I used to have 3 volumes on my disk before something happened to the MBR that messed up my boot.

Now i'm trying to rebuild the boot environment to save all my data but it seems it is all lost. I can see the data through the command promt (from windows 10 DVD)

I am trying to do bcdboot c:\Windows /m {guid} but it is not working

I have also run:

bootrec /fixmbr (success / no error)
bootrec /fixboot (success / no error)
bootrec /rebuildbcd (failes with error "The requested system device cannot be found") 

I can find a lot of information on how you assign a drive-letter to a volume, but not how to assign a drive letter to a partition or make a partition associated with a volume.

When selecting the partition through diskpart i 'detail' part tells me: "There is no volume associated with this partition." so i am thinking there must be a way to asscociate it with a volume. but how?


list disk : 1 entry 465GB 0 B free

list part : 3 entry 
part 1 reserved 128MB offset 1024kb <- this used to be my boot-partition
part 2 System   465GB offset 129MB
Part 3 Recovery 450MB offset 465GB

list vol : 3 entry
Vol # LTR
Vol 0 D   UDF DVD-ROM 3894 MB healthy  <- (this is where my 128MB boot part used to be)
VOL 1 C   NTFS Partition 465GB healthy Hidden
VOL 2 E   NTFS Partition 450MB healthy hidden

How do i proceed to recover the boot?

  • 1
    >UDF DVD-ROM 3894 MB healthy <- (this is where my 128MB boot part used to be) ? But this seems to be a DVD-ROM ? Sep 25 '15 at 13:24
  • Yes, but vol 0 used to be the boot part, the dvd was probably vol 3
    – fjoesne
    Sep 25 '15 at 13:26
  • I cannot rebuildbcd or run bcdboot so that windows 10 is functional again. The problem (i think) is that i cannot run bcdboot nor rebuildbcd because the part where the boot is supposed to be installed has no volume.
    – fjoesne
    Sep 25 '15 at 13:29
  • By deleting the first (boot) partition and recreating it I was able to create a volume and I was eventually able to make a new BCD manually with bcdedit and bootsect. However, it seems to make no difference what I do to the BCD on the partition because windows boots no matter what now. However the boot is only possible by choosing the UEFI-element as listed in the BIOS, this was not visible before I deleted and recreated the boot-partition. I am still not able to run bootrec /rebuildbcd and get the same error as before. I think the problem now is that the partion and volume type is wrong.(?)
    – fjoesne
    Sep 26 '15 at 23:08

Goodness sake, be careful!

It sounds like not "all is lost", but it also sounds like you only vaguely know what you're doing, and are proceeding. That is a recipe for "all is lost".

To elaborate, it sounds like you're able to access the vast majority of your data, but you're having troubles booting, which is a much simpler fix overall. But if you're not careful, you could easily lose the vast majority of your data.

First, it will help to make sure you know some basic terminology. The MBR is the first sector on a disk. The "MBR"-style of laying out partitions can handle drives up to 2 TB, and it looks like you're dealing with a drive smaller than that, so you might indeed be using an MBR and not the newer GPT format.

The two main jobs of an MBR are to have some initial boot code (instructions that the computer follows), and having 64 bytes of information to store details for up to 4 partitions (each partition table entry is 16 bytes).

Those 64 bytes of information can be pretty important. If you get some of these details wrong, operating systems may not properly understand some details about your partitions. And since operating systems typically write to disks, such misunderstandings can result in writing incorrect details that damage your ability to access data. So, being careful here is pretty critical.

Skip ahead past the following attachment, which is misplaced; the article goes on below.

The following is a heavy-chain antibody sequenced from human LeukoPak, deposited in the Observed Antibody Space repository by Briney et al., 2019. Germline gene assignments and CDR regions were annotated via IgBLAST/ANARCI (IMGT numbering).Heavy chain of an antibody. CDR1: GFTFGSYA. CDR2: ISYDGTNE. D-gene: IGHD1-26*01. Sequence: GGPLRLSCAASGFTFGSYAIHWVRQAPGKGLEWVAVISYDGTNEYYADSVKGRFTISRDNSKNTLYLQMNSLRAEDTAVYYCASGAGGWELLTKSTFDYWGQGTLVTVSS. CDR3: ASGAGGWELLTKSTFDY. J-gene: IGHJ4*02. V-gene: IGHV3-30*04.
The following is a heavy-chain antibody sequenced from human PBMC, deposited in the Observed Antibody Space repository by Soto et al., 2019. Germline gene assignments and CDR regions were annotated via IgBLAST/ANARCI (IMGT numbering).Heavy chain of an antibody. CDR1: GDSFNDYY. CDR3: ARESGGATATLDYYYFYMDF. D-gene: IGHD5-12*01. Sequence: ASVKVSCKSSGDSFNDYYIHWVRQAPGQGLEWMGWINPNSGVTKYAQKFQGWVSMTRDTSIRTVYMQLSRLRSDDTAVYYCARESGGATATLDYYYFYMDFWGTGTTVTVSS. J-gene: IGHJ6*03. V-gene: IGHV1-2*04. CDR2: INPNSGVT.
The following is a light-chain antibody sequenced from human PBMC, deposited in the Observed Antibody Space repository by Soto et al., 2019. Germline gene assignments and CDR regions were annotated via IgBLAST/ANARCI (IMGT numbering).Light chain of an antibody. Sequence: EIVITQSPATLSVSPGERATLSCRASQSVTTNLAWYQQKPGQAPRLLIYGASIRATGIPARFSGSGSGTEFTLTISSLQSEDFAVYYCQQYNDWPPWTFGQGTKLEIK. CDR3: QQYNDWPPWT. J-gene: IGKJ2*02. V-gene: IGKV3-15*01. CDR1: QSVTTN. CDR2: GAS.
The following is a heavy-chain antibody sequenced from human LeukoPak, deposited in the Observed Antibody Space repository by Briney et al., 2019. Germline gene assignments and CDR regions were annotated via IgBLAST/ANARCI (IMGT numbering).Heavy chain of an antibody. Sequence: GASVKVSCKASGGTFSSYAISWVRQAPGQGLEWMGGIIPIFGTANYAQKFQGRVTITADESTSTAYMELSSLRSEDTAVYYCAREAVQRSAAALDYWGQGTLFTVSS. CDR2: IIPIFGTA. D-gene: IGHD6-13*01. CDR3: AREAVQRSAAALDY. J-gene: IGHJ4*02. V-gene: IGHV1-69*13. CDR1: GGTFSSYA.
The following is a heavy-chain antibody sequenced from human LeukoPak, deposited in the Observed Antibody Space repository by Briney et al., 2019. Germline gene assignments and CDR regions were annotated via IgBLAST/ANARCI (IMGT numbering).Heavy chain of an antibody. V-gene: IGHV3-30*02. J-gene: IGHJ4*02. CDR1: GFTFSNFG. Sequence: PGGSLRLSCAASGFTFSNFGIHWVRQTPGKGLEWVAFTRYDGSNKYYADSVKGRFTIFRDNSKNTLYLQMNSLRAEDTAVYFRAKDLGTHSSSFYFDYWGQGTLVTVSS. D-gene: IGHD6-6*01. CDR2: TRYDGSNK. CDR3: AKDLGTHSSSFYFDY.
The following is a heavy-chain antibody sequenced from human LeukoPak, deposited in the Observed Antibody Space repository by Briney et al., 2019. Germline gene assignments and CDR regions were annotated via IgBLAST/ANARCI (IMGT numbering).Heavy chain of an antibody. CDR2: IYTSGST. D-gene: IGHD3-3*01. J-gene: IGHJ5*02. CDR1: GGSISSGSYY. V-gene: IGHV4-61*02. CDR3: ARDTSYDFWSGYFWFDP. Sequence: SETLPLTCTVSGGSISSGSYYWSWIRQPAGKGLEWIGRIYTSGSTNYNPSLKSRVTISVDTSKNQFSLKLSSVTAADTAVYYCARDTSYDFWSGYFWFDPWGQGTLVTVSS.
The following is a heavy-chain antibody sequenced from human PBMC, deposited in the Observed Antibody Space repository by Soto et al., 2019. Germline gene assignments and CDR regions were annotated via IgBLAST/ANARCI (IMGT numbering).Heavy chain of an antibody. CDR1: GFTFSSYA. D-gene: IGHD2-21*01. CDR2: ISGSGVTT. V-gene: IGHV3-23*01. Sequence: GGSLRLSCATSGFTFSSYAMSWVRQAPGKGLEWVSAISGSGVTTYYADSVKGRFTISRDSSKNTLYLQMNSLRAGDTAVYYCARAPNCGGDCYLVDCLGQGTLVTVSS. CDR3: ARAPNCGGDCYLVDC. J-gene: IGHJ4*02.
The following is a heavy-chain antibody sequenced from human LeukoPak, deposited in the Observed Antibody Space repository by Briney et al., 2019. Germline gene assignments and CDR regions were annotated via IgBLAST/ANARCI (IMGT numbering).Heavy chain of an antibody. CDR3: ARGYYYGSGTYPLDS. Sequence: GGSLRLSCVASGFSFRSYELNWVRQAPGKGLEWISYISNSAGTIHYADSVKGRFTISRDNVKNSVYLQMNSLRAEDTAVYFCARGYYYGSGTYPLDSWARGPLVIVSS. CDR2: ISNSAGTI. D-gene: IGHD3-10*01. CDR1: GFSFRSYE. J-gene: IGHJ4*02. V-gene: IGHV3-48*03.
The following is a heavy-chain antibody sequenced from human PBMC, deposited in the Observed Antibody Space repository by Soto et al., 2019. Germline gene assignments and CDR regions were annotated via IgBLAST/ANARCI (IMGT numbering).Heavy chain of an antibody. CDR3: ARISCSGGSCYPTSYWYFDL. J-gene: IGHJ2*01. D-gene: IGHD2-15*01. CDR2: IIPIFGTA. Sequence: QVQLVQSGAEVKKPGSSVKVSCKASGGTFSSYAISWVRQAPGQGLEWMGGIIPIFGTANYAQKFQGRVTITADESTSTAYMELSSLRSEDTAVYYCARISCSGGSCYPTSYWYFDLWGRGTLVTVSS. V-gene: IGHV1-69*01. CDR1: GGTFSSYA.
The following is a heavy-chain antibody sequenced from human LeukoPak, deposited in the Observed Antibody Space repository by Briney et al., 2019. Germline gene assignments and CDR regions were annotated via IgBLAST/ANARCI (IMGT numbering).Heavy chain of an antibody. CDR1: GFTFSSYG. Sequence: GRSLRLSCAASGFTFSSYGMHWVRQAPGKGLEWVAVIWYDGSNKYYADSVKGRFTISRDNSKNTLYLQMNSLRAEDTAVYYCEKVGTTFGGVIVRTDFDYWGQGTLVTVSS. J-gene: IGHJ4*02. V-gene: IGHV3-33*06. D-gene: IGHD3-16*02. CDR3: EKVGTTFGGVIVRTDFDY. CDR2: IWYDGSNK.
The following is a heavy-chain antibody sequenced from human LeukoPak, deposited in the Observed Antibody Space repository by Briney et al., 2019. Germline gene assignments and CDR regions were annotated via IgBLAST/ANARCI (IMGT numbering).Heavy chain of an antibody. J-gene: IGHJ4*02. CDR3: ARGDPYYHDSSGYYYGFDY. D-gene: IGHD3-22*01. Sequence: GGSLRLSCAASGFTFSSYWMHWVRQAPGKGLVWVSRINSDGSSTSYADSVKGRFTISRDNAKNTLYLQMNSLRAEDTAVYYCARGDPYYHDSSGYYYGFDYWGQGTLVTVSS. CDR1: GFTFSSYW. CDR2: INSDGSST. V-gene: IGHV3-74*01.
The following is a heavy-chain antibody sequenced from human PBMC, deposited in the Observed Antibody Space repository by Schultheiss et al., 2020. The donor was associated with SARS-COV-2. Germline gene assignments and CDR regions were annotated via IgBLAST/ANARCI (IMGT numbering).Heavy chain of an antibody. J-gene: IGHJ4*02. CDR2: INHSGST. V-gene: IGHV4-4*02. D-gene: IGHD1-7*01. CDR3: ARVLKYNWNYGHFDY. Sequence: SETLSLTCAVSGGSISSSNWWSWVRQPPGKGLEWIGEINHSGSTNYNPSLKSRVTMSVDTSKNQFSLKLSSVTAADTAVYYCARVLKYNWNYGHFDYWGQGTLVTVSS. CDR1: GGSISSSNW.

A "partition" is basically a set of boundaries. You specify the starting sector, and either the ending sector or the size. Either way, you get a starting boundary and an ending boundary.

A "volume", sometimes called a "filesystem", stores your actual data. A volume needs to exist within the boundaries of the partition.

Now what typically happens is that an operating system looks at a partition, and assumes that a volume starts right at the beginning of the partition. Also, the partition specifies a "type", which is meant to be a strong clue about which style of volume is being used.

If the operating system can't find the volume, there are multiple possible reasons. One is that the partition's starting sector is wrong, and so the start of the volume isn't being properly found. Another possibility is that an improper "type" is being used, so the operating system doesn't know how to interact with the volume it is using. Another possibility is that the volume is damaged, and so the operating system is unable to find a volume that matches some details that the operating system checks for.

On my system, which is using GPT and that might cause some slight but significant differences, the "System" drive is the small drive (under a gigabyte), and my important data is stored on the large partition which shows up as a "Primary" type. The "System" type is not assigned a drive letter (although that isn't too hard, or problematic, to change... I would recommend assigning it a high drive letter, like S:, rather than C: or slightly higher. I also recommend avoiding X: since I think the Windows boot disk likes to use that.)

Since your System volume isn't even showing up, to me that suggests that it is damaged. You might need to restore that, providing a fresh copy of the boot files. This might not be something as easy to fix as using BCDEdit, which basically just tries to make slight changes. Your best bet may be to simply re-install the operating system (even to the same drive), which should accomplish a couple of things: placing a fresh (and not-updated) copy of Windows on your hard drive (which may be able to just overwrite, possibly even in-place, your current installation) and adjusting the ability to boot.

There might be an easier/simple way, but I recommend preparing for the possibility that there isn't.

However, I strongly advise you to get a full backup first. If at all possible, I even advise you to not just back up a few files that seem important, but to get a "forensic"/"bit-for-bit" image of the entire drive (onto another drive that is at least as large). That way, you can be comfortable that you're not going to lose your important data while you try to make any changes, and that you can revert in case any attempts go awry.